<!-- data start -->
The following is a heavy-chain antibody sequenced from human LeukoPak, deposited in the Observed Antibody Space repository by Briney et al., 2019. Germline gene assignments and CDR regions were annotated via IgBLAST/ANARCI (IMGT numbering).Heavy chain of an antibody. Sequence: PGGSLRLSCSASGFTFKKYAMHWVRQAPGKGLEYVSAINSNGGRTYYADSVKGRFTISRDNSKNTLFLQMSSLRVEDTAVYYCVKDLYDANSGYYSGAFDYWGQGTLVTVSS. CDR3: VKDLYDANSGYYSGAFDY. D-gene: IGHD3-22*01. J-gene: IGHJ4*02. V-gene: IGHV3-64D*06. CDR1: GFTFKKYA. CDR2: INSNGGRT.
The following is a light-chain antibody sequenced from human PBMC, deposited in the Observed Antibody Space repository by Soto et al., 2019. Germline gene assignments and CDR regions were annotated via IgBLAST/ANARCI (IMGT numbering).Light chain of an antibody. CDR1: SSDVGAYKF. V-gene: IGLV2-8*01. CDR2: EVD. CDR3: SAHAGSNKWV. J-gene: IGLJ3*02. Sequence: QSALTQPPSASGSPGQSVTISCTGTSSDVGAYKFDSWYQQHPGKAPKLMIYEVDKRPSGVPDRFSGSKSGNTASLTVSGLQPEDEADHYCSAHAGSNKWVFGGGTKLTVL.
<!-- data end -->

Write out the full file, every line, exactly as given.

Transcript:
The following is a heavy-chain antibody sequenced from human LeukoPak, deposited in the Observed Antibody Space repository by Briney et al., 2019. Germline gene assignments and CDR regions were annotated via IgBLAST/ANARCI (IMGT numbering).Heavy chain of an antibody. Sequence: PGGSLRLSCSASGFTFKKYAMHWVRQAPGKGLEYVSAINSNGGRTYYADSVKGRFTISRDNSKNTLFLQMSSLRVEDTAVYYCVKDLYDANSGYYSGAFDYWGQGTLVTVSS. CDR3: VKDLYDANSGYYSGAFDY. D-gene: IGHD3-22*01. J-gene: IGHJ4*02. V-gene: IGHV3-64D*06. CDR1: GFTFKKYA. CDR2: INSNGGRT.
The following is a light-chain antibody sequenced from human PBMC, deposited in the Observed Antibody Space repository by Soto et al., 2019. Germline gene assignments and CDR regions were annotated via IgBLAST/ANARCI (IMGT numbering).Light chain of an antibody. CDR1: SSDVGAYKF. V-gene: IGLV2-8*01. CDR2: EVD. CDR3: SAHAGSNKWV. J-gene: IGLJ3*02. Sequence: QSALTQPPSASGSPGQSVTISCTGTSSDVGAYKFDSWYQQHPGKAPKLMIYEVDKRPSGVPDRFSGSKSGNTASLTVSGLQPEDEADHYCSAHAGSNKWVFGGGTKLTVL.